Sun. Nov 29th, 2020

Yellowstone volcano: Is Steamboat Geyser activity a sign of magma build-up?

3 min read

Yellowstone Volcano’s Steamboat Geyser, which is the world’s largest active geyser, has at points been spewing hot steam some 300 feet into the air since 2018. However, Steamboat runs at its own rhythm in the Norris Geyser Basin, unlike the likes of Old Faithful and Porkchop Geysers which are linked.

Geysers like Old Faithful and Steamboat erupt whenever water and steam get trapped in a tight spot deep below the geyser’s blowhole.

The mix of water and steam builds in pressure until it finds its way to the surface where a tall stream of scorching hot water blasts hundreds of feet in the sky.

However, why Steamboat runs at its own pace in the Norris Geyser Basin is a bit of an enigma, leading scientists to question whether it is an indication of a build-up of magma deep beneath the surface.

Yellowstone is packed with geological wonders, such as geysers, hot springs, mud pots, and geothermal pools.

The activity beneath the surface leads to ground deformation, where the surface rises and falls accordingly.

The Norris Geyser Basin has been undergoing deformation for 20 years, yet Steamboat is the only geyser which seems to respond to the sub-surface activity.

Steamboat has erupted 79 times (as of May 20) since late 2018, which according to the study published in the Journal of Geophysical Research: Solid Earth, corresponds with ground deformation.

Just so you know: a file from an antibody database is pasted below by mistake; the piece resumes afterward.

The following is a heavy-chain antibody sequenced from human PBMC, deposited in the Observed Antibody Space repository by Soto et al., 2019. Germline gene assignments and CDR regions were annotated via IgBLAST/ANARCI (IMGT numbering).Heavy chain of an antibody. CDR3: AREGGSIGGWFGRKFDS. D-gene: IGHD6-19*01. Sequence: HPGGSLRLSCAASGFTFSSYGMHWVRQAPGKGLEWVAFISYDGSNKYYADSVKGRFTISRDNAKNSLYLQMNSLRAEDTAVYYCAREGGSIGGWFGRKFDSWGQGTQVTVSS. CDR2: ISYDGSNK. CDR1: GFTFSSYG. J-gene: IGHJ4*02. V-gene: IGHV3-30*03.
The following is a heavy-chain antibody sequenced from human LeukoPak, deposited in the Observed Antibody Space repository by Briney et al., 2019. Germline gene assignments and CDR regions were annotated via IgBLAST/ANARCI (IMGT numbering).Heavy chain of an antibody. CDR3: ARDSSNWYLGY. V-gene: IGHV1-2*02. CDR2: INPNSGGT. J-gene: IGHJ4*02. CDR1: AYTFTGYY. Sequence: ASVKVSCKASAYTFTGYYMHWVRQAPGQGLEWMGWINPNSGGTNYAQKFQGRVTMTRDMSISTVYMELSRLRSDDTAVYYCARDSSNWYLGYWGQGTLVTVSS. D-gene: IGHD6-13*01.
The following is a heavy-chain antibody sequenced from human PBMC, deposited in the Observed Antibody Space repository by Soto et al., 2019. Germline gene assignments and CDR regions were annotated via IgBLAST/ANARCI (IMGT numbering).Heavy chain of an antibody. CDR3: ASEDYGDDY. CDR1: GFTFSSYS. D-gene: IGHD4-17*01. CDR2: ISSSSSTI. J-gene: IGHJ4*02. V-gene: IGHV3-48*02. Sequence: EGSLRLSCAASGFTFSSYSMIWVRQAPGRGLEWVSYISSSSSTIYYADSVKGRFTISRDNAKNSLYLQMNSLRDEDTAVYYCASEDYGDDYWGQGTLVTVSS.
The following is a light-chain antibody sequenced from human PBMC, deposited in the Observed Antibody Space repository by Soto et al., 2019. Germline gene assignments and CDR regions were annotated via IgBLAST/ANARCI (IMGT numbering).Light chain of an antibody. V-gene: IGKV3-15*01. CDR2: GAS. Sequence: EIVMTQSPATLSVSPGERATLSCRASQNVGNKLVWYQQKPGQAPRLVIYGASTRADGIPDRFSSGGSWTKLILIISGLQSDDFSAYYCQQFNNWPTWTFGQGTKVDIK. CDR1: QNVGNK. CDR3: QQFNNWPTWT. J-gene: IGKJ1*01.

Charles Wicks of the US Geological Survey (USGS) said: “Yellowstone’s roots seem to extend all the way to the core-mantle boundary. In that dimension, it’s a magmatic system of continental scale.”

Mike Poland, scientist-in-charge of the USGS Yellowstone Volcano Observatory, added: “Why would just a single geyser respond to processes beneath Norris [Geyser Basin]? Wouldn’t that impact all the geysers?”

One explanation is that Steamboat has a more complex and deeper system which may be connected to the deepest chambers of Yellowstone.

However, the Yellowstone scientists state that more and continuous observations are needed to unravel the true mystery.

Mr Wicks said: “With only two episodes of observed deformation near Norris, the eruption frequency appears to respond to the surface deformation.

“Of course, that’s a very small sample size, so the apparent connection might be happenstance.

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“Continuous monitoring of volatile flux rates are really needed to put the geophysical models in context.

“If surface inflation is caused by the accumulation of pressurized fluids and deflation occurs when those fluids escape to the surface, we might be able to detect changes in volatile flux over time.”

The Yellowstone supervolcano, located in the US state of Wyoming, last erupted on a major scale 640,000 years ago.

According to the USGS, the chances of a Yellowstone eruption is around one-in-730,000.

With 640,000 years having passed since the last major eruption, Yellowstone is edging closer to exploding – but it could still be thousands of years away.

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